The United States is evolving from the most production nation in the world to a nation which does not work. Welcome to the Total Dependency Economy.
You’ve probably already seen December’s dismal jobs report. The headline number looked pretty decent at 6.7, down three tenths since November. But not even the panel on MSNBC’s Morning Joe could mask the disheartening numbers below the headline. Joe Scarborough called last month’s 74,000 net new jobs “a horrific number,” and Michelle Caruso-Cabrera added that the report was “very, very bad.”
Worse was the labor force participation rate as spotlighted by the scary-ass chart above from the Federalist, which dropped to a 35-year low. And perhaps most frightening was the fact that another 347,000 Americans left the labor force last month, some due to age but many due to despair. Cox Radio’s Jamie Dupree notes that for the last quarter of 2013, the labor force shrank by an ominous average of 45,000 a month. October looked strong as 659,000 people entered the workforce for a change, but that gain was utterly wiped out in November and December, when not even the promise of temporary holiday work could tempt people back into the labor pool.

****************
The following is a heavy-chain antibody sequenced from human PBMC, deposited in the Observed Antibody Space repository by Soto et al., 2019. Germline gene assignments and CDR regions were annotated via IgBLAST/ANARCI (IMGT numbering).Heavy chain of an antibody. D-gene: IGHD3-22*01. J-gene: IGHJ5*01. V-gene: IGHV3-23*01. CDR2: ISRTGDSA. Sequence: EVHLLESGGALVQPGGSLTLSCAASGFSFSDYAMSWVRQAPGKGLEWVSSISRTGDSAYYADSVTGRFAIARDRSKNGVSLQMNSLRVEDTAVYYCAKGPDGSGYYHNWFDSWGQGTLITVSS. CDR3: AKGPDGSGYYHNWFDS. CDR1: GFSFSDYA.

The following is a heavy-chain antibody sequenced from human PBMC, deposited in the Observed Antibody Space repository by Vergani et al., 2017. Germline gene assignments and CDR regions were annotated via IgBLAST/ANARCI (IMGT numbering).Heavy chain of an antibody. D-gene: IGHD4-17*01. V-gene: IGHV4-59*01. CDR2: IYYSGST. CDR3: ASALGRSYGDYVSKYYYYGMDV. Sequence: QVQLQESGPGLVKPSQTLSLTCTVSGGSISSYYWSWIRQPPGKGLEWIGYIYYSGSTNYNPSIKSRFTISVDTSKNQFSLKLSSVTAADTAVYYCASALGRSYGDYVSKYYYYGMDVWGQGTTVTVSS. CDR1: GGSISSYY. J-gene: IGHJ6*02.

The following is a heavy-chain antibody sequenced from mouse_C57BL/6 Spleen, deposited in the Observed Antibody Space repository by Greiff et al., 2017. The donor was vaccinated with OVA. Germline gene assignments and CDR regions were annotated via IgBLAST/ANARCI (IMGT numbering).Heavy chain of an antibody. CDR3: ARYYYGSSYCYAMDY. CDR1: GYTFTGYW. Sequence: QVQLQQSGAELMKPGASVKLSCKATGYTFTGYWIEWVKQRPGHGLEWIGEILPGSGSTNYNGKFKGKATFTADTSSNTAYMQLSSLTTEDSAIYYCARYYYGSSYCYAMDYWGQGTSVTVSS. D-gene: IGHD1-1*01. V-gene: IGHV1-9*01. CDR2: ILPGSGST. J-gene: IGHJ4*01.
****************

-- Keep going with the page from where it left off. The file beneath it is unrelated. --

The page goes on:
We can excuse some of December’s lousy figures on the lousier weather, but AEI’s James Pethokoukis says the weather isn’t entirely to blame:
In December, the labor force participation rate sank to 62.8% vs. 63.0 % in November and 63.6% a year ago. If the participation rate had stayed steady the past 12 months, the jobless rate would be 7.9%. The entire jobless rate drop from last month was due to workers fleeing the workforce. And don’t blame the weather for this one.
The big debate in Washington — aside from Bridgegate that is — is over just how long to extend unemployment benefits. Republicans are eager to allow a three-month “temporary” extension, to give Congress and the White House time to find corresponding budget cuts. The White House doesn’t want any cuts anywhere, because even with continuing record deficits, cowboy poets must also remain dependent on Washington’s largess. The State Department last year spent $5.4 million on “exquisite crystal glassware.”
Meanwhile, a record 92,000,000 Americans aren’t in the labor pool, and total employment remains below where it was at the start of 2008, before the Great Recession.